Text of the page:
As Avatar frontman Johannes Eckerström can tell you, going onstage in clown paint is, oddly enough, no joke. Though they started off as a hard-hitting death metal band, the Swedish five-piece’s sound evolved rapidly in the 2010s. By 2012’s Black Waltz, Avatar were finally finding the confidence they needed to determine what they wanted to sound, look, and feel like — which was also when Johannes began wearing his signature harlequin make-up, and adopting the roll of a jester onstage.
“That didn’t come into play until after the album was finished musically,” Johannes explains to The Pit. “I was just supposed to be the clown in the music video for ‘Black Waltz,’ but at the time we had just been trying to figure out a cover for the album, some cool artwork. We were just experimenting, and this was just a happy accident. John [Alfredsson, drums], during the shooting of the video, just yelled, ‘Shoot some pictures, NOW!’ and I just kept doing improv in front of a camera. I found myself there, and there was a strong sensation of, ‘Oh, there I am! Oh, this is what our music looks like!’”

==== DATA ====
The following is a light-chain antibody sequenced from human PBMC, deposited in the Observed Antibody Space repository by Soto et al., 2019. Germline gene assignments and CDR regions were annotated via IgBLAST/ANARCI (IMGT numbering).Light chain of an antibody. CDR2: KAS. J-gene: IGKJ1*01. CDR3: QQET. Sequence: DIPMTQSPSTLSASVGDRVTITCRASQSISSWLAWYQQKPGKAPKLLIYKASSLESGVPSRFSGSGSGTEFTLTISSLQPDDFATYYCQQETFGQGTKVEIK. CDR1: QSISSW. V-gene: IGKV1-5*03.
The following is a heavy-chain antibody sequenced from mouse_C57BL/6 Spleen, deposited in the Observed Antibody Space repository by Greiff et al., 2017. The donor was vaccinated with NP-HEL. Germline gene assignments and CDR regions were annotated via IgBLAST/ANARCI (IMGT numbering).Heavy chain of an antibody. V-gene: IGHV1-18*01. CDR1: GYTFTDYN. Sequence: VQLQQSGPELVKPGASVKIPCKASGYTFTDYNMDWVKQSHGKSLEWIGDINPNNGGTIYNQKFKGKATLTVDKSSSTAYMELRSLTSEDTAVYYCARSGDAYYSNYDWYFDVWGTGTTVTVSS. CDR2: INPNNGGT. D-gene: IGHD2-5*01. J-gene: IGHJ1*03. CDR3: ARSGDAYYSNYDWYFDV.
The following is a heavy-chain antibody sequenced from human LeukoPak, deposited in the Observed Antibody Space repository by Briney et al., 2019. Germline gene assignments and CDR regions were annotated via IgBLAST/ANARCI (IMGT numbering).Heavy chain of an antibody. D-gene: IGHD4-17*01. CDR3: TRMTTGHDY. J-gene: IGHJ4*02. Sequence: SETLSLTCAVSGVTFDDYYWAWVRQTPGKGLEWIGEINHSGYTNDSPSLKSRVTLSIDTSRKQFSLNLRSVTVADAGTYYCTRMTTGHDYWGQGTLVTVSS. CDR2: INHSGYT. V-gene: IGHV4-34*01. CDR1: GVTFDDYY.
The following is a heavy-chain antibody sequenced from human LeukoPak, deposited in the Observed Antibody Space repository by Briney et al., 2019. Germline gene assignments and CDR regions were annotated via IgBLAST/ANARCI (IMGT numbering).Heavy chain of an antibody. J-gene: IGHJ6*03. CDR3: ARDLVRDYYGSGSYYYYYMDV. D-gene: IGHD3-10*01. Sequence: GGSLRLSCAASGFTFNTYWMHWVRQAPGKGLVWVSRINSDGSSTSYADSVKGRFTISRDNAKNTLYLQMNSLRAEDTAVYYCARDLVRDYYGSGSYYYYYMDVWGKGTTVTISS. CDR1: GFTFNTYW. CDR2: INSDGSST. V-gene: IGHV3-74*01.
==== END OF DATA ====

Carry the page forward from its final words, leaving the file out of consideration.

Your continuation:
But wearing face paint in front of a camera is one thing — doing it in front of a crowd is very different. And yet, with the band’s confidence growing as they began to define their unorthodox musical style, Johannes decided to take the look live, where it quickly became part of Avatar’s standout personality as a group.
“Doing it onstage for the first time was weird, because I’d go onstage in this huge leather coat and executioner’s hood for the first song — and then for the second song, I’d march out looking like I did in the music video,” he says. “People laughed, but it wasn’t mean-spirited in hindsight. It wasn’t that they were pointing and laughing, it was, ‘Ho ho! What the fuck is this?’ And I felt like a fucking clown at first! But after the first show, we did for another show, then two more shows, then I started figuring it out. I still figure it out, show by show, to this day.
“That’s also the reason I keep looking like that, and we as a band keep looking like that,” he continues. “It still makes sense, it still, individually, on each album, keeps representing where we’re at in any given moment. Black Waltz is very straightforward — hello, it’s a circus, here’s a ticket, big smile. Hail The Apocalypse, that jester’s out on the open sea, and yet it sort of makes sense somehow. He can be a crazy captain. Feathers and Flesh, look at how I’m so entangled in that tale. A jester can also be that storyteller. Then I’m the jester at the King’s court for Avatar Country.
“With Hunter Gatherer, it almost becomes war paint — but then again, it always sort of was. Painting your face can mean many things. The obvious idea is that it makes you a clown, but it turns out that there’s so much more to it than that.”
Avatar’s latest album Hunter Gatherer is out now on eOne.
Words by Chris Krovatin